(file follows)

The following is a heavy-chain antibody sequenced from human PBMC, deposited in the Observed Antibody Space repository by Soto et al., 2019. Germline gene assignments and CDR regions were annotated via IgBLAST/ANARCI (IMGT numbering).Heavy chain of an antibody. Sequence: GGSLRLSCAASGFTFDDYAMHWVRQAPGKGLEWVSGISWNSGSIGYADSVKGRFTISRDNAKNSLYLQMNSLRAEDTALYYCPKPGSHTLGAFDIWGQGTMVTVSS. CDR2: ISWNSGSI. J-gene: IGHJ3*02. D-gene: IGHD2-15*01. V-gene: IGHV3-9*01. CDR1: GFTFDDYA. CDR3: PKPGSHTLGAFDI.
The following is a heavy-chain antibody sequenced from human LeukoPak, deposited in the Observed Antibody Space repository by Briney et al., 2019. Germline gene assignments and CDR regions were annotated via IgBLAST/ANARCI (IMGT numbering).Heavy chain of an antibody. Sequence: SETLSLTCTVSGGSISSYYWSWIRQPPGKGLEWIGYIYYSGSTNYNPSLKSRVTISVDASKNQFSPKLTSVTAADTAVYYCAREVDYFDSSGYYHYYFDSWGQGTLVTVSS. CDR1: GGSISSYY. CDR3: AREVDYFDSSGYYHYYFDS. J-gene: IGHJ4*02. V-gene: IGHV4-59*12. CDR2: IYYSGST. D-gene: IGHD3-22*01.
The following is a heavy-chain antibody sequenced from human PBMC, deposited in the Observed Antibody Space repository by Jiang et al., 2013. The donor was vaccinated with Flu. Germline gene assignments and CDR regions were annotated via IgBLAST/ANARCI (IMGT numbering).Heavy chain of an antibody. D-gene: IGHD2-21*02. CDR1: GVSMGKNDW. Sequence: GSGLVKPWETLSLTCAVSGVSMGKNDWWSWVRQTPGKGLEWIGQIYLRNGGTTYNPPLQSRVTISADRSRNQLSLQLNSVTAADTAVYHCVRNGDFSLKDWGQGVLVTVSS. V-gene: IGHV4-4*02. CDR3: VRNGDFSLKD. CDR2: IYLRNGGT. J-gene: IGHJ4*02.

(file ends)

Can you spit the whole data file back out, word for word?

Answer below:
The following is a heavy-chain antibody sequenced from human PBMC, deposited in the Observed Antibody Space repository by Soto et al., 2019. Germline gene assignments and CDR regions were annotated via IgBLAST/ANARCI (IMGT numbering).Heavy chain of an antibody. Sequence: GGSLRLSCAASGFTFDDYAMHWVRQAPGKGLEWVSGISWNSGSIGYADSVKGRFTISRDNAKNSLYLQMNSLRAEDTALYYCPKPGSHTLGAFDIWGQGTMVTVSS. CDR2: ISWNSGSI. J-gene: IGHJ3*02. D-gene: IGHD2-15*01. V-gene: IGHV3-9*01. CDR1: GFTFDDYA. CDR3: PKPGSHTLGAFDI.
The following is a heavy-chain antibody sequenced from human LeukoPak, deposited in the Observed Antibody Space repository by Briney et al., 2019. Germline gene assignments and CDR regions were annotated via IgBLAST/ANARCI (IMGT numbering).Heavy chain of an antibody. Sequence: SETLSLTCTVSGGSISSYYWSWIRQPPGKGLEWIGYIYYSGSTNYNPSLKSRVTISVDASKNQFSPKLTSVTAADTAVYYCAREVDYFDSSGYYHYYFDSWGQGTLVTVSS. CDR1: GGSISSYY. CDR3: AREVDYFDSSGYYHYYFDS. J-gene: IGHJ4*02. V-gene: IGHV4-59*12. CDR2: IYYSGST. D-gene: IGHD3-22*01.
The following is a heavy-chain antibody sequenced from human PBMC, deposited in the Observed Antibody Space repository by Jiang et al., 2013. The donor was vaccinated with Flu. Germline gene assignments and CDR regions were annotated via IgBLAST/ANARCI (IMGT numbering).Heavy chain of an antibody. D-gene: IGHD2-21*02. CDR1: GVSMGKNDW. Sequence: GSGLVKPWETLSLTCAVSGVSMGKNDWWSWVRQTPGKGLEWIGQIYLRNGGTTYNPPLQSRVTISADRSRNQLSLQLNSVTAADTAVYHCVRNGDFSLKDWGQGVLVTVSS. V-gene: IGHV4-4*02. CDR3: VRNGDFSLKD. CDR2: IYLRNGGT. J-gene: IGHJ4*02.